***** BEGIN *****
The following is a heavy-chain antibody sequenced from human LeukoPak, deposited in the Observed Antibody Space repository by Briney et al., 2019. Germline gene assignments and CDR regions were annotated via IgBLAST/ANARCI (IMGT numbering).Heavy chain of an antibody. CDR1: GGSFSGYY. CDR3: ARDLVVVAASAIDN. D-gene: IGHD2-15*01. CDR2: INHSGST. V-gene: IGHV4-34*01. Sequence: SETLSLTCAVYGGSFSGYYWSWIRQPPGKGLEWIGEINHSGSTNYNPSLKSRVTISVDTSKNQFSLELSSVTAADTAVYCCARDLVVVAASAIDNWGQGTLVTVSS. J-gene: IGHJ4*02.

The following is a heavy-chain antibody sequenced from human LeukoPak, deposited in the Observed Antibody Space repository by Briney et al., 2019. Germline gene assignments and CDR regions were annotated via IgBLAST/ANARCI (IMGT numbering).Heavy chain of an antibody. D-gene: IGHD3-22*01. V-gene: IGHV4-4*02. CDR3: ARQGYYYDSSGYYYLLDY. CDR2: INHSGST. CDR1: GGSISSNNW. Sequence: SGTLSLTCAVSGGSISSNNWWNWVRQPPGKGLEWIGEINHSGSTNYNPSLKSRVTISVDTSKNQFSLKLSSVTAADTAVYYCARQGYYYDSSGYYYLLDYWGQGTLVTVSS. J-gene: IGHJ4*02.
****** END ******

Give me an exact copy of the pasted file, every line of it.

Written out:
The following is a heavy-chain antibody sequenced from human LeukoPak, deposited in the Observed Antibody Space repository by Briney et al., 2019. Germline gene assignments and CDR regions were annotated via IgBLAST/ANARCI (IMGT numbering).Heavy chain of an antibody. CDR1: GGSFSGYY. CDR3: ARDLVVVAASAIDN. D-gene: IGHD2-15*01. CDR2: INHSGST. V-gene: IGHV4-34*01. Sequence: SETLSLTCAVYGGSFSGYYWSWIRQPPGKGLEWIGEINHSGSTNYNPSLKSRVTISVDTSKNQFSLELSSVTAADTAVYCCARDLVVVAASAIDNWGQGTLVTVSS. J-gene: IGHJ4*02.

The following is a heavy-chain antibody sequenced from human LeukoPak, deposited in the Observed Antibody Space repository by Briney et al., 2019. Germline gene assignments and CDR regions were annotated via IgBLAST/ANARCI (IMGT numbering).Heavy chain of an antibody. D-gene: IGHD3-22*01. V-gene: IGHV4-4*02. CDR3: ARQGYYYDSSGYYYLLDY. CDR2: INHSGST. CDR1: GGSISSNNW. Sequence: SGTLSLTCAVSGGSISSNNWWNWVRQPPGKGLEWIGEINHSGSTNYNPSLKSRVTISVDTSKNQFSLKLSSVTAADTAVYYCARQGYYYDSSGYYYLLDYWGQGTLVTVSS. J-gene: IGHJ4*02.